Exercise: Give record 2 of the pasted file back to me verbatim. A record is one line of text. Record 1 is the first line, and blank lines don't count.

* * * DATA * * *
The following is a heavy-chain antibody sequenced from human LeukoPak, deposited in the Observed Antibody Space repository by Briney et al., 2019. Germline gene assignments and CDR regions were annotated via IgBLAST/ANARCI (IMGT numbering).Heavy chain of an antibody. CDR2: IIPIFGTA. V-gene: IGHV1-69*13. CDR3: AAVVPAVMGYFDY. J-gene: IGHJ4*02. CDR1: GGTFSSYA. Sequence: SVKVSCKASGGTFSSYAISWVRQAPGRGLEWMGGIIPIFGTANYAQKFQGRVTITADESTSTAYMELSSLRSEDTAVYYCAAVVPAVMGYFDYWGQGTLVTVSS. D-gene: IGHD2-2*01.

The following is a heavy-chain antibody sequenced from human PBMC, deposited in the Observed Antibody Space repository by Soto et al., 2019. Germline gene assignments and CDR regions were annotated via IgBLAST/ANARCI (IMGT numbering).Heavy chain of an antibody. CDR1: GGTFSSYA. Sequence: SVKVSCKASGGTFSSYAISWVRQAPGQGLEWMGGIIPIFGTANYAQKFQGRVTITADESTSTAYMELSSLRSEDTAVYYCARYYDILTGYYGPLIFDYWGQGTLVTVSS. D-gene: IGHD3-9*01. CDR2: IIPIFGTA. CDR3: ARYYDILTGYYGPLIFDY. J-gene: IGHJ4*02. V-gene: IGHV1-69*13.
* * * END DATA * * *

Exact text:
The following is a heavy-chain antibody sequenced from human PBMC, deposited in the Observed Antibody Space repository by Soto et al., 2019. Germline gene assignments and CDR regions were annotated via IgBLAST/ANARCI (IMGT numbering).Heavy chain of an antibody. CDR1: GGTFSSYA. Sequence: SVKVSCKASGGTFSSYAISWVRQAPGQGLEWMGGIIPIFGTANYAQKFQGRVTITADESTSTAYMELSSLRSEDTAVYYCARYYDILTGYYGPLIFDYWGQGTLVTVSS. D-gene: IGHD3-9*01. CDR2: IIPIFGTA. CDR3: ARYYDILTGYYGPLIFDY. J-gene: IGHJ4*02. V-gene: IGHV1-69*13.